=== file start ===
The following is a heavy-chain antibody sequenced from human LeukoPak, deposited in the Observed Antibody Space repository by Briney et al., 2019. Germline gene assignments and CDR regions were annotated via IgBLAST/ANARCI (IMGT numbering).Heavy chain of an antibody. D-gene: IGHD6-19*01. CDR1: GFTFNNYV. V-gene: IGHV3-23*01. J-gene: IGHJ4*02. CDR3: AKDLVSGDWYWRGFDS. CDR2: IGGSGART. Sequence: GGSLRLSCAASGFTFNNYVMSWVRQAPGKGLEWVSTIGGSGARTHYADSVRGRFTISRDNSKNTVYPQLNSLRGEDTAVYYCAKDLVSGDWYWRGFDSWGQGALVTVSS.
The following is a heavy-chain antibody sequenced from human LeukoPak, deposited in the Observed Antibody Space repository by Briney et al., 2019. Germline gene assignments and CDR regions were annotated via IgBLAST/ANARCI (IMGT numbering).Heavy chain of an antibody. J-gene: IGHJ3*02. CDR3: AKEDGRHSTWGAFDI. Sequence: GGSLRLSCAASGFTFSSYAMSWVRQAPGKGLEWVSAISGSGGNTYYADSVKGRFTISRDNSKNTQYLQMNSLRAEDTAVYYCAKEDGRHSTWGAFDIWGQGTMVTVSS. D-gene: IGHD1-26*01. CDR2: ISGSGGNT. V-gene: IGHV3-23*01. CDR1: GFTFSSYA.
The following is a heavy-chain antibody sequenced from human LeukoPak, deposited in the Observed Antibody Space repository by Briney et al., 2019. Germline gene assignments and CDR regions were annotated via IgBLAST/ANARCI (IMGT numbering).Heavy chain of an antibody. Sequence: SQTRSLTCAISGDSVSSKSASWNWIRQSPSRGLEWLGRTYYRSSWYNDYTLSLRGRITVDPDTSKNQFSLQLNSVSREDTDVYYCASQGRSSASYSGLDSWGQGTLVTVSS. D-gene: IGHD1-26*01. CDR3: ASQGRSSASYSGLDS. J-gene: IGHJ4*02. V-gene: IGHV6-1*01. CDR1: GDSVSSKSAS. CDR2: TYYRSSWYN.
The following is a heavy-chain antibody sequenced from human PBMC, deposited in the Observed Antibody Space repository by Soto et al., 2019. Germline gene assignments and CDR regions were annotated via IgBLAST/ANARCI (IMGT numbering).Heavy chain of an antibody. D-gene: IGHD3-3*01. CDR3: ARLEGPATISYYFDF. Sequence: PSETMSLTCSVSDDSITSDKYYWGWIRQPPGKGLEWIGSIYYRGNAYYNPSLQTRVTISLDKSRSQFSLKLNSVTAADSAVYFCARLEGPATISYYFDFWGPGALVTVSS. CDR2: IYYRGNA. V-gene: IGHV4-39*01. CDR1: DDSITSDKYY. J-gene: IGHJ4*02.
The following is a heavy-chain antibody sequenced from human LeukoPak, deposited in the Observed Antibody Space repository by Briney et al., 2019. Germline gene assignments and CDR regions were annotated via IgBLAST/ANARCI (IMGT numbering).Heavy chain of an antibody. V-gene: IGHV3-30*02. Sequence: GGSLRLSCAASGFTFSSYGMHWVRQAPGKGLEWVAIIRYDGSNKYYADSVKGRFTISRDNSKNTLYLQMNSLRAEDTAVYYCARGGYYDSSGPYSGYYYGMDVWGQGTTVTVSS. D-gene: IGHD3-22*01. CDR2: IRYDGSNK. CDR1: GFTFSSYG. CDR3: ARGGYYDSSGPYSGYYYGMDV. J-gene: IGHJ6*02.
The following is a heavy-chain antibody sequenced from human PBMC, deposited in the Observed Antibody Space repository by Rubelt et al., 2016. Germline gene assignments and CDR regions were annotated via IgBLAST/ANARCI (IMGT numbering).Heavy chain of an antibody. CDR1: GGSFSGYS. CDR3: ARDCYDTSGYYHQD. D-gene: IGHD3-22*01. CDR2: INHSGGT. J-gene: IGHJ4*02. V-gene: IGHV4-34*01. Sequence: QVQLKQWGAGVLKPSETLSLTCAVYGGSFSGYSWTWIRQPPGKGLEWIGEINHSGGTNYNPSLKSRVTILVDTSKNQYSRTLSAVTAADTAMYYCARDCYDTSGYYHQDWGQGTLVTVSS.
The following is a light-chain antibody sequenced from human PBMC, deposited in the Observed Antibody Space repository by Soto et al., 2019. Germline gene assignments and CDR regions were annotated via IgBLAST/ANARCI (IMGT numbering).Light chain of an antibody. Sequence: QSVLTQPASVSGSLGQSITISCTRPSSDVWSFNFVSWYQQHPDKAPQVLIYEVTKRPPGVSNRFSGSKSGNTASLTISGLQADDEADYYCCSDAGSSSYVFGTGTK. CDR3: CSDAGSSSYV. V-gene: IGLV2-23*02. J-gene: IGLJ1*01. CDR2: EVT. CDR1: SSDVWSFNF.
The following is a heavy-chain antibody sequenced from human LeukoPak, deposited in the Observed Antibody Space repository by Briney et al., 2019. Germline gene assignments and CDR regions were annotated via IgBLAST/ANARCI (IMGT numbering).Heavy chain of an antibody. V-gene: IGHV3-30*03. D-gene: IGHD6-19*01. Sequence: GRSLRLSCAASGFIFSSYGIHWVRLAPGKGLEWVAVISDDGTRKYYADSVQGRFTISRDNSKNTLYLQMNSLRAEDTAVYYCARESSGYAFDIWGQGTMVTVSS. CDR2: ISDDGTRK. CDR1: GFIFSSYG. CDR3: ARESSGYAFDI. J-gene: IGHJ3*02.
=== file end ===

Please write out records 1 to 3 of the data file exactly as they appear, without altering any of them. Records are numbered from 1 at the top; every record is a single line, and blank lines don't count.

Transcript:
The following is a heavy-chain antibody sequenced from human LeukoPak, deposited in the Observed Antibody Space repository by Briney et al., 2019. Germline gene assignments and CDR regions were annotated via IgBLAST/ANARCI (IMGT numbering).Heavy chain of an antibody. D-gene: IGHD6-19*01. CDR1: GFTFNNYV. V-gene: IGHV3-23*01. J-gene: IGHJ4*02. CDR3: AKDLVSGDWYWRGFDS. CDR2: IGGSGART. Sequence: GGSLRLSCAASGFTFNNYVMSWVRQAPGKGLEWVSTIGGSGARTHYADSVRGRFTISRDNSKNTVYPQLNSLRGEDTAVYYCAKDLVSGDWYWRGFDSWGQGALVTVSS.
The following is a heavy-chain antibody sequenced from human LeukoPak, deposited in the Observed Antibody Space repository by Briney et al., 2019. Germline gene assignments and CDR regions were annotated via IgBLAST/ANARCI (IMGT numbering).Heavy chain of an antibody. J-gene: IGHJ3*02. CDR3: AKEDGRHSTWGAFDI. Sequence: GGSLRLSCAASGFTFSSYAMSWVRQAPGKGLEWVSAISGSGGNTYYADSVKGRFTISRDNSKNTQYLQMNSLRAEDTAVYYCAKEDGRHSTWGAFDIWGQGTMVTVSS. D-gene: IGHD1-26*01. CDR2: ISGSGGNT. V-gene: IGHV3-23*01. CDR1: GFTFSSYA.
The following is a heavy-chain antibody sequenced from human LeukoPak, deposited in the Observed Antibody Space repository by Briney et al., 2019. Germline gene assignments and CDR regions were annotated via IgBLAST/ANARCI (IMGT numbering).Heavy chain of an antibody. Sequence: SQTRSLTCAISGDSVSSKSASWNWIRQSPSRGLEWLGRTYYRSSWYNDYTLSLRGRITVDPDTSKNQFSLQLNSVSREDTDVYYCASQGRSSASYSGLDSWGQGTLVTVSS. D-gene: IGHD1-26*01. CDR3: ASQGRSSASYSGLDS. J-gene: IGHJ4*02. V-gene: IGHV6-1*01. CDR1: GDSVSSKSAS. CDR2: TYYRSSWYN.